By Evan Van Zijl

Mardi Gras has always been a broad tent as it contains all the different sections of our community. We have never been in agreement.

One of the biggest donors to One Nation in the country is a gay man, as are some of the most ardent socialists, and in Mardi Gras, this distinction rises to the top. This AGM is a key expression of this.

As a member of Pride in Protest, I am moving motions about fighting the religious freedoms bill, endorsing an upcoming rally, and supporting transition leave.

Meanwhile, other members are moving motions to expel activists and essentially take me to court for the protest last year.

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‘The Board Decided to Vacate Taylor Square’

This is an appalling echo of my experience with the NSW Police Force last year over the Mardi Gras march on Oxford Street.

The board decided to vacate Taylor Square in favour of walking around in a circle in the Sydney Cricket Ground. Meanwhile, we took to these streets because we believe they should not be surrendered when we have so much to fight for.

NSW Police disagreed. As one of the people on the Notice of Intention for the protest, I was taken to court by the police and threatened with bankruptcy while the board wrung their hands.

Thanks to media attention, legal support from the National Justice Project, and political support from Jenny Leong and several Green, Labor, and independent MPs, we managed to force the Liberal government to grant the first health exemption of its kind for a protest during COVID-19.

The result provided an inspiring blueprint of what a march could be: thousands of people marching with pride for our rights along Oxford Street on our own terms to say no to the religious freedoms bill, police brutality, and mandatory detention of refugees, and yes to trans and sex worker rights.

In the wake of this, a majority of the Sydney Gay and Lesbian Mardi Gras board decided to stand down Charlie Murphy and Alex Bouchet in a highly controversial and unconstitutional decision because of their role in the protest.

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‘Obsessive Hatred of the Vision that We Put Forward’

Now right-wing members of Sydney Gay and Lesbian Mardi Gras are moving motions at the upcoming AGM to expel us, to prevent us from discussing things like the religious freedoms bill or over-policing in the future, and likely to take me – as one of the people deemed legally responsible for last year’s protest – to court.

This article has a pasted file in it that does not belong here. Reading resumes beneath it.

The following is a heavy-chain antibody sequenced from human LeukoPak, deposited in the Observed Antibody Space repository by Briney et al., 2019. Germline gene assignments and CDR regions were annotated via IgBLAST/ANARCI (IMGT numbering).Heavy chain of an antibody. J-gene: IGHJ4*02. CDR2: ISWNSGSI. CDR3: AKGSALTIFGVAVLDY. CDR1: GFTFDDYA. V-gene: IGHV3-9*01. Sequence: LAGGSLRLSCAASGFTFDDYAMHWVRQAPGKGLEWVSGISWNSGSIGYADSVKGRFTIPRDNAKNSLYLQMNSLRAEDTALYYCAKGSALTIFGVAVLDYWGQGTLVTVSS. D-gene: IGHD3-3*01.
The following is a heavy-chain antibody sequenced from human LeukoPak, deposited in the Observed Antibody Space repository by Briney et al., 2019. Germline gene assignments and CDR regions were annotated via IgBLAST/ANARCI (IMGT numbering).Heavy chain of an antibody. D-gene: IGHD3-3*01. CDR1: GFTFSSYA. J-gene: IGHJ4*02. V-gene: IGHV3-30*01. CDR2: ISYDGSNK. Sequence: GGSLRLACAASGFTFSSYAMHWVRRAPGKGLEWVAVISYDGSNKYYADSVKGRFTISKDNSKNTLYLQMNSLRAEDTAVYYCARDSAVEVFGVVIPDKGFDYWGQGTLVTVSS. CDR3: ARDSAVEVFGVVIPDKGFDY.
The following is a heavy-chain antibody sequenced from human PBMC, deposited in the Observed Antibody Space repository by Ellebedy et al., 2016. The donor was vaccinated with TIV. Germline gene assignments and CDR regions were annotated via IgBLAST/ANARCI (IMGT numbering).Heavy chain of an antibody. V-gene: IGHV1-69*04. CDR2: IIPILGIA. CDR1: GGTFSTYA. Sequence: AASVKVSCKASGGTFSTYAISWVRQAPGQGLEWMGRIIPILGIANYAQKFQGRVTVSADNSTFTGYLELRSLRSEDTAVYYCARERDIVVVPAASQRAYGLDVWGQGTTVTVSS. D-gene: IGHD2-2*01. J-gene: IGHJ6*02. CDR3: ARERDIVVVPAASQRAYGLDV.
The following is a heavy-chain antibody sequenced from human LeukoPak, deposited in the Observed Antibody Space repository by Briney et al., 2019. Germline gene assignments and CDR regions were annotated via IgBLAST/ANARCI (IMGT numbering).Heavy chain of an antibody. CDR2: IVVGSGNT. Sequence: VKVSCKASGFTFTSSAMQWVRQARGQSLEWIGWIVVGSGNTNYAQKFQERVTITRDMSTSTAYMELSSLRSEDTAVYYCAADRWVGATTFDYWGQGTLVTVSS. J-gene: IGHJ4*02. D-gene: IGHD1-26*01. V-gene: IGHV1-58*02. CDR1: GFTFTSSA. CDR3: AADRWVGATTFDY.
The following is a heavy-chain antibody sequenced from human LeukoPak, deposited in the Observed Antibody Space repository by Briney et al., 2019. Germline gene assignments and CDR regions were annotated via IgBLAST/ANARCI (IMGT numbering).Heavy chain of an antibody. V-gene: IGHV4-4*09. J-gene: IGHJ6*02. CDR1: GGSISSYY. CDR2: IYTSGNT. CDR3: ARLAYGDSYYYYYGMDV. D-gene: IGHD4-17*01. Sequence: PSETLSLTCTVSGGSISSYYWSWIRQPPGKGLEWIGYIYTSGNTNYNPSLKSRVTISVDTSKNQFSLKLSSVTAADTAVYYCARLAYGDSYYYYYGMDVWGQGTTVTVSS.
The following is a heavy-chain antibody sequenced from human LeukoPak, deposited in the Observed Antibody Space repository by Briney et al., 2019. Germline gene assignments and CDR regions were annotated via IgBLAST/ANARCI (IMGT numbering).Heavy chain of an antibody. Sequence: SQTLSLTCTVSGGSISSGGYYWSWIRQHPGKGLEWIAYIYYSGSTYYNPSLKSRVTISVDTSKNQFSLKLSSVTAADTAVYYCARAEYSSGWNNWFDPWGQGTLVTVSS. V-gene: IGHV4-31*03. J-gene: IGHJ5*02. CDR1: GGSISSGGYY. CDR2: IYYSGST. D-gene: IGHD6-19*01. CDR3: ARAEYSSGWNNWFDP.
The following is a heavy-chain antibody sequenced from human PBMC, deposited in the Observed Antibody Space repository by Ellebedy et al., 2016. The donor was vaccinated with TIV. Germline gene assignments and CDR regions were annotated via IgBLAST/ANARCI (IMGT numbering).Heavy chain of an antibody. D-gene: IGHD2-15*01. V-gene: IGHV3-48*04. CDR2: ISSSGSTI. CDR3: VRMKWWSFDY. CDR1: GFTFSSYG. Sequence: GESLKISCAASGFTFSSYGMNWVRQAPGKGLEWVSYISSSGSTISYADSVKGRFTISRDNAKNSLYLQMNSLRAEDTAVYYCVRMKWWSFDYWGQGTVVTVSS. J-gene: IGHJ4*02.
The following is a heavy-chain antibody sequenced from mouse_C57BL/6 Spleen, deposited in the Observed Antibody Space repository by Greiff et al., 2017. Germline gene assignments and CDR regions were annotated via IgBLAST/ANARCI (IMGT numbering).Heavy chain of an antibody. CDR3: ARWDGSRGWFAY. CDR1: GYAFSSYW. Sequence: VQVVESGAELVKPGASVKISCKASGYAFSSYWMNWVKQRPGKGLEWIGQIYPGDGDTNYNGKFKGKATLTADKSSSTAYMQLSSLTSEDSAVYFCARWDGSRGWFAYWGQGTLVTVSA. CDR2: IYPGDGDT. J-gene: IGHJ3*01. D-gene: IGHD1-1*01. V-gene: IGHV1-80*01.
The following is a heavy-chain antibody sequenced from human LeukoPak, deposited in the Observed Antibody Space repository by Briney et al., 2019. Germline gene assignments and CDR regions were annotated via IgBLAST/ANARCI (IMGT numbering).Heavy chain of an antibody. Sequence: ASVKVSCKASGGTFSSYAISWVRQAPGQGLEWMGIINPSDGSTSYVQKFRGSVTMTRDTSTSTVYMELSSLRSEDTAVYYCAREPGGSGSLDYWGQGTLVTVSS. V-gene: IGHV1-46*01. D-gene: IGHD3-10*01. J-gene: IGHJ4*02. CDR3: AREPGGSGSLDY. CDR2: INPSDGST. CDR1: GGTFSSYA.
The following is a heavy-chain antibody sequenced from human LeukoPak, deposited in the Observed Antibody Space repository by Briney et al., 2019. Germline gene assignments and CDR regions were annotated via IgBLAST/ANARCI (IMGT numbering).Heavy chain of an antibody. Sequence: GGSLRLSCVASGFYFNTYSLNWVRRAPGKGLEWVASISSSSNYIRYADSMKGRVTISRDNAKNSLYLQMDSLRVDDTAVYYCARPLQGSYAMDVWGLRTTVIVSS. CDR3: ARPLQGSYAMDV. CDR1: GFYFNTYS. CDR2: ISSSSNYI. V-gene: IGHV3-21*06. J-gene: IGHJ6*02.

These are just a continuation of an obsessive hatred of the vision that we put forward, and an implied threat to anyone of similar ideas that are all too similar to the actions of the NSW Police Force: don’t criticise the Liberal party or the police, or we’ll shut you down.

But this is not a vision that I, nor anyone else in Pride in Protest, will concede on.

The federal religious freedoms bill, as one example, is a threat to both my future as an educator in training and the job security of our entire community. Meanwhile, the parental rights bill in NSW would force me to out trans kids to their families.

Whether it is the NSW Police Force or Sydney Gay and Lesbian Mardi Gras trying to take us to court, we will fight these bills just as we will fight for refugee rights, sex worker rights, and against police brutality. There is too much at stake.

This is why I believe people should vote against motions 1 – 5 at the AGM and vote FOR motions 6 – 12. But most importantly, that’s why I think we should all be at the rally on March 5 – our community is worth fighting for.

Evan Van Zijl (they/them) is a unionist, educator, writer, and member of Pride in Protest & CARR.

The Star Observer has reached out to parties involved in the proposed AGM motions and welcomes diverse viewpoints on this important discussion.  

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